CELEBRATING TOURISM-John Dietrich
CELEBRATING TOURISM- John Dietrich
Lucy Lippard’s journey through tourism in “On The Beaten track” plays into the on-going question of responsibility. Who is responsible for tourism’s affect on people and place. Is it the responsibility of those who are residents in a tourist environment, or those who are the actual tourists, or both? As she explains, it’s that simple notion that “Tourists often make ordinary places extraordinary just by showing up”. Tourism is an economic boost to any locale, so to what extremes, bearing what result, will a community go, to pour dollars into their pockets? Class, culture, tradition and personal satisfaction all play roles into the welcoming of tourism into a community as in the example of the RV Park being proposed on Sagadahoc Bay. The problem is finding collective reasoning and a common plan to move in the right direction that will satisfy all involved. Everyone’s reasoning for the RV park not existing was different: environmental, financial, or just nostalgic, but how do you find a proposal that will be “best” for all? We can complain all we want about the result of an action but as in the case of the redevelopment of Times Square, and all the backlash regarding its’ being Disneyfied, too often it’s “our own failure to propose a better idea.” As in the case of the World Trade Center Memorial being planned at Ground Zero. A battle has raged for years, by the families who have lost loved ones, over the appropriate design that will be the “best” means of paying tribute. As long as there are thousands of opinions involved, you will be left with people who will never be satisfied with the end result. Unfortunately, what is lost sight of is the fact that a memorial, in whatever form, will forever be a symbol of remembrance.
Lucy’s discussion on numerous artists’ roles in voicing opinion about tourism through art, seemed to have a common thread in the obvious purpose of making a statement, more often in the destruction of society or community as a result of tourism, and the ignorance toward a locations true sociological problems. The art is often a platform for the activists approach to sparking public outcry. And that is a fine and affective way of using art, and for getting people to take notice or simply think differently. It is just another convention.
However, the art, whether viewed by the resident or the tourist offers an unexpected dimension or level of adventure to the experience. You won’t find it in the brochure or on a travel poster. It is more often something unexpected upon arrival and that is its’ impact. A new discovery, a way to think about the journey differently. As in the Ohio tourist brochure, it is a device that asks us to simply “open our eyes a little wider.” In most cases art is visual, which makes it easily accessible to everyone. Every culture, every ethnic group, every class level. A message will get out no matter how varied the interpretation.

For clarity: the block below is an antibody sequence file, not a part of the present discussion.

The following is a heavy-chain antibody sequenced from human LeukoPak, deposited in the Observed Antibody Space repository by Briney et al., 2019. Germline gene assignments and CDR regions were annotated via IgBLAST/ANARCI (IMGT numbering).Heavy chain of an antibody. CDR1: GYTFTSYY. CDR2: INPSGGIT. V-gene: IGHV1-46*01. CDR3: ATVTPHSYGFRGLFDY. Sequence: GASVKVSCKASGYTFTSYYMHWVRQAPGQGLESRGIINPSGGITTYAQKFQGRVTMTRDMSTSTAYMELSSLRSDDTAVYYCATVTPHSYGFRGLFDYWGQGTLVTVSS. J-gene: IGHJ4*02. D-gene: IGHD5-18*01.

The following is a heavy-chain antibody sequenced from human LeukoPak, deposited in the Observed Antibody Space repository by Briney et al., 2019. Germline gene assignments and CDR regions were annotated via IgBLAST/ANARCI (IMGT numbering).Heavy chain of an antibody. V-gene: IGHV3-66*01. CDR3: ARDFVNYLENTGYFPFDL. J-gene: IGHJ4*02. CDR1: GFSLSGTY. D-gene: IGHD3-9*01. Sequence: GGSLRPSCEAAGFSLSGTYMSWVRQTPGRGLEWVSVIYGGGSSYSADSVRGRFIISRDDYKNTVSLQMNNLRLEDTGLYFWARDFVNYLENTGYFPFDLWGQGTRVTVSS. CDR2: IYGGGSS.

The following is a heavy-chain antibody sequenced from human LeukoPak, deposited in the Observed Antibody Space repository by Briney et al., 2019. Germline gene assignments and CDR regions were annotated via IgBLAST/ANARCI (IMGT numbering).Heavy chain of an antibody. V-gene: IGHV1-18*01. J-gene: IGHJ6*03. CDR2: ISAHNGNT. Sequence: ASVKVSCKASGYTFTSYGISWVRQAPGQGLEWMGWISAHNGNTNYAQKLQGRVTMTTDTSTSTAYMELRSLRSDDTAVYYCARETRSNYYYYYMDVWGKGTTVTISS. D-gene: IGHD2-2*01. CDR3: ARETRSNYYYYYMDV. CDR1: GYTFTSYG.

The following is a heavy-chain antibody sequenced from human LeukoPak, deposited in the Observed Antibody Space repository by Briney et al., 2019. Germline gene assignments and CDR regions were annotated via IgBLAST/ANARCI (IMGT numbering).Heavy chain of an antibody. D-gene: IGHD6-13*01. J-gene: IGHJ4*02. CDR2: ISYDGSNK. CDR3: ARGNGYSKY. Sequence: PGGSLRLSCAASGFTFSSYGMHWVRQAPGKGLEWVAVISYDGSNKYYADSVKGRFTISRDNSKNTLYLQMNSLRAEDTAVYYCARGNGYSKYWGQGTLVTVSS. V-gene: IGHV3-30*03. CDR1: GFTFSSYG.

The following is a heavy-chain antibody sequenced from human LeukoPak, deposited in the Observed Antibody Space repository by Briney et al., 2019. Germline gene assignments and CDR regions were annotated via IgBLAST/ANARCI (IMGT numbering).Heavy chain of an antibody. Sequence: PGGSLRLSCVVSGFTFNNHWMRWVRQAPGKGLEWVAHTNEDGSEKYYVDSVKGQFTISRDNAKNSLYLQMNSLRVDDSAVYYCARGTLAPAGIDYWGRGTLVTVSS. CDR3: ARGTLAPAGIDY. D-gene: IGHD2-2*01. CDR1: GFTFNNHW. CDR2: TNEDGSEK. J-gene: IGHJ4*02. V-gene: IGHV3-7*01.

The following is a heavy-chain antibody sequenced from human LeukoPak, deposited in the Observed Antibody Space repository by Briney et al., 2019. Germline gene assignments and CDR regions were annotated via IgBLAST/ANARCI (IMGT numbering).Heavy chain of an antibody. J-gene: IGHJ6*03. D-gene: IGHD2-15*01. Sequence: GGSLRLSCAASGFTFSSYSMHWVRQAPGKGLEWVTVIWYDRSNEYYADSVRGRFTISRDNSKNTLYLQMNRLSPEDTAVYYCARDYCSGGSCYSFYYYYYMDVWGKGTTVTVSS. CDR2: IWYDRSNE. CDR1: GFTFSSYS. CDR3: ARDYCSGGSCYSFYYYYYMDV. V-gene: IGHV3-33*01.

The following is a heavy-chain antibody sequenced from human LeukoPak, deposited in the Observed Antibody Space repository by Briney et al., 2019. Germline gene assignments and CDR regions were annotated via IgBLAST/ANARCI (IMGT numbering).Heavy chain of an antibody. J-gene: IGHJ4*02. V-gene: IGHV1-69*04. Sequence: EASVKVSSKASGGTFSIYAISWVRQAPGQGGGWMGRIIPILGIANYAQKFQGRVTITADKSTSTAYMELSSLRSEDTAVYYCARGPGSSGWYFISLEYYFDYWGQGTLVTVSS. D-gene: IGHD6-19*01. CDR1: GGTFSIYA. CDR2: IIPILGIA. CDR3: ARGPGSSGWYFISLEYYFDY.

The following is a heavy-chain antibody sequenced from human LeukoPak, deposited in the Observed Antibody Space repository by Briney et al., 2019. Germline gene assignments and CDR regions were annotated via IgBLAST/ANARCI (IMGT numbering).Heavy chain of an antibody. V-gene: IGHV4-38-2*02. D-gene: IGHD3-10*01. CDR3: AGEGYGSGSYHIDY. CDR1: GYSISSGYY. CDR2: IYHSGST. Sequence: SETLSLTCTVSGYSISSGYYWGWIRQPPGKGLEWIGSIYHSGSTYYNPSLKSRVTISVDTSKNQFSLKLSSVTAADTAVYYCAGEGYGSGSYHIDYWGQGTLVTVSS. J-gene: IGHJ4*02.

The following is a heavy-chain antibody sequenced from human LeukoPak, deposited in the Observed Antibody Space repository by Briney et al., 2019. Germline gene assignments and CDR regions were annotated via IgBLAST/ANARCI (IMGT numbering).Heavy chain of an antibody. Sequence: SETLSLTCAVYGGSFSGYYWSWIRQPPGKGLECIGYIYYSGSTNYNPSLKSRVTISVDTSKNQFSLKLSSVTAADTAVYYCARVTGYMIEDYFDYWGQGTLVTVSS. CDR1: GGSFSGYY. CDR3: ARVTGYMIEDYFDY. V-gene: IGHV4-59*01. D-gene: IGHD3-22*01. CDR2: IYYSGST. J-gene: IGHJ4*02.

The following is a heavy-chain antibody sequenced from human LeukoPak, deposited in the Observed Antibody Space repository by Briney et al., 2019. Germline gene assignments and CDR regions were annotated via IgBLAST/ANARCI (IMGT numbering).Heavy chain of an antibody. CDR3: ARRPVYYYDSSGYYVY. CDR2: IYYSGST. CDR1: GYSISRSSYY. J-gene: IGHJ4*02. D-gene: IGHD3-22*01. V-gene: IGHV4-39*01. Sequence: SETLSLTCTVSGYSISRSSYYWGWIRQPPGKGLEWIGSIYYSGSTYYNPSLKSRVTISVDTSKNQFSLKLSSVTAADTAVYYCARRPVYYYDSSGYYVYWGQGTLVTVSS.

One last notion of tourism that Lucy emphasizes is the purpose of escape. In an intense, highly technological, fast-paced world of today has tourism swung more and more toward leisure, fantasy and escapism? Are we seeking comfort through familiarity or are we trying to find that unspoiled place where the rest of “them” won’t be? An interesting location and concept to look at is a community called “Celebration, Florida”. An idea that is centered around being a tourist at home. It is a town built on the premise of rediscovering “Main Street U.S.A- part fantasy, part nostalgia, part escapism, part familiarity. It is built on the Walt Disney World property in Florida and is an extension of Walt Disney’s dream of a planned community of tomorrow. However it captures all the ideals of an Americana Home Town. Houses designed in a nostalgic small town sense with large front porches so you can wave to your neighbors, a village square with a lake that has rocking chairs on its’ boardwalk to enjoy warm summer evenings, the local movie theatre and ice cream parlor as well as its’ own school system and police department. Of course intermingled with this are fine restaurants and some high-end retail stores. A town in which, if you don’t want to face the problems of the ever-changing world outside, you can stay within’ its’ borders and listen to the crickets chirp at night and know that Celebration will remain safe and familiar. There have been studies done, and Celebration has discovered its’ share of problems but it is a fascinating look at a combination of urban planning, tourism and the need to create the perfect place.
From the website:
CELEBRATION is a community built on a foundation of cornerstones: Community, Education, Health, Technology, and a Sense of Place.